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Cancer Epidemiol Biomarkers Prev. 2002 Aug;11(8):719-25.

Associations of energy, fat, calcium, and vitamin D with prostate cancer risk.

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  • 1Cancer Prevention Research Program, Fred Hutchinson Cancer Research Center, Seattle, Washington 981091024, USA.

Abstract

This population-based, case-control study in King County,Washington examined associations of energy, fat, vitamin D, and calcium with risk of prostate cancer in 605 incident cases (ages 40-64 years) identified from the Seattle-Puget Sound Surveillance Epidemiology and End Results registry and 592 controls recruited from the same underlying population using random-digit telephone sampling. Self-administered food frequency questionnaires were used to assess diet over the 3-5-year period before diagnosis or interview date. Total energy was associated with increased risk for both local and regional/distant stage disease. The adjusted odds ratios [95% confidence intervals (CIs)] contrasting highest to lowest quintile of energy intake were 2.15 (95% CI, 1.35-3.43) for local and 1.96 (95% CI, 1.08-3.56) for regional/distant disease. Fat was associated with regional/distant disease only. Adjusted odds ratios comparing the highest to lowest quintiles of percentage energy from total, saturated, and monounsaturated fats were 2.01 (1.03-3.92), 1.82 (0.93-3.56), and 2.00 (1.03-3.87), respectively. For calcium, adjusted odds ratios contrasting the highest to lowest quartiles were 1.07 (0.63-1.84) for local and 2.12 (1.02-4.38) for regional/distant disease. There were no associations of vitamin D, total polyunsaturated fatty acids, or the highly unsaturated, long-chain eicosapentainoic and docosahexaenoic fatty acids with prostate cancer risk. These results suggest that high energy intake is a risk factor for both localized and nonlocalized prostate cancer, whereas dietary fat and calcium increase the risk of regional/distant disease only. These results are consistent with general dietary guidelines to moderate consumption of total energy and fat, and they motivate further research to consider the potential benefits and risks of high calcium intake.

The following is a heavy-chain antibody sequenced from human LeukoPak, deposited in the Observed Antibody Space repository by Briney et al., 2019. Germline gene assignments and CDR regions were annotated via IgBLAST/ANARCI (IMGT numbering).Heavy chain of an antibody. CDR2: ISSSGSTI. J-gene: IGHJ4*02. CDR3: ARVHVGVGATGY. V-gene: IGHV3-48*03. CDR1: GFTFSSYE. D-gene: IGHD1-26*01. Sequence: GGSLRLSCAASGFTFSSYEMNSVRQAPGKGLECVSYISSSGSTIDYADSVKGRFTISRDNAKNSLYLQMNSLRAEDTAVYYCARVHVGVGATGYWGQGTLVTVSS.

PMID:
12163324
[PubMed - indexed for MEDLINE]
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